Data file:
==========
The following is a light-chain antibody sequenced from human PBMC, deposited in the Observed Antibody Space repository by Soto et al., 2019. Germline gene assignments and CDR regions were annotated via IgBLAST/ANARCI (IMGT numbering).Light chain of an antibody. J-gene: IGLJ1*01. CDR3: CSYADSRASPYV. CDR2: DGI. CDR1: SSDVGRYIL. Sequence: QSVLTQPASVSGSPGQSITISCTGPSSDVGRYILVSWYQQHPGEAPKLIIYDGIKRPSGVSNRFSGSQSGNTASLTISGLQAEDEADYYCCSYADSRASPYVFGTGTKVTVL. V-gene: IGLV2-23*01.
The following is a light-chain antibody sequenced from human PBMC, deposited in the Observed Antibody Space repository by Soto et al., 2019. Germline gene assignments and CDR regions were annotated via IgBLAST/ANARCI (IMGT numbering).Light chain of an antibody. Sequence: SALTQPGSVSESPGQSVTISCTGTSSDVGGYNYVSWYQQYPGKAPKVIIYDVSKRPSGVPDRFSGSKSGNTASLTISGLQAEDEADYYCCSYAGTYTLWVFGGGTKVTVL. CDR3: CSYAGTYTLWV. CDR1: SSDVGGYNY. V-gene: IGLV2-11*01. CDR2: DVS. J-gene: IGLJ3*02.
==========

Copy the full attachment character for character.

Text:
The following is a light-chain antibody sequenced from human PBMC, deposited in the Observed Antibody Space repository by Soto et al., 2019. Germline gene assignments and CDR regions were annotated via IgBLAST/ANARCI (IMGT numbering).Light chain of an antibody. J-gene: IGLJ1*01. CDR3: CSYADSRASPYV. CDR2: DGI. CDR1: SSDVGRYIL. Sequence: QSVLTQPASVSGSPGQSITISCTGPSSDVGRYILVSWYQQHPGEAPKLIIYDGIKRPSGVSNRFSGSQSGNTASLTISGLQAEDEADYYCCSYADSRASPYVFGTGTKVTVL. V-gene: IGLV2-23*01.
The following is a light-chain antibody sequenced from human PBMC, deposited in the Observed Antibody Space repository by Soto et al., 2019. Germline gene assignments and CDR regions were annotated via IgBLAST/ANARCI (IMGT numbering).Light chain of an antibody. Sequence: SALTQPGSVSESPGQSVTISCTGTSSDVGGYNYVSWYQQYPGKAPKVIIYDVSKRPSGVPDRFSGSKSGNTASLTISGLQAEDEADYYCCSYAGTYTLWVFGGGTKVTVL. CDR3: CSYAGTYTLWV. CDR1: SSDVGGYNY. V-gene: IGLV2-11*01. CDR2: DVS. J-gene: IGLJ3*02.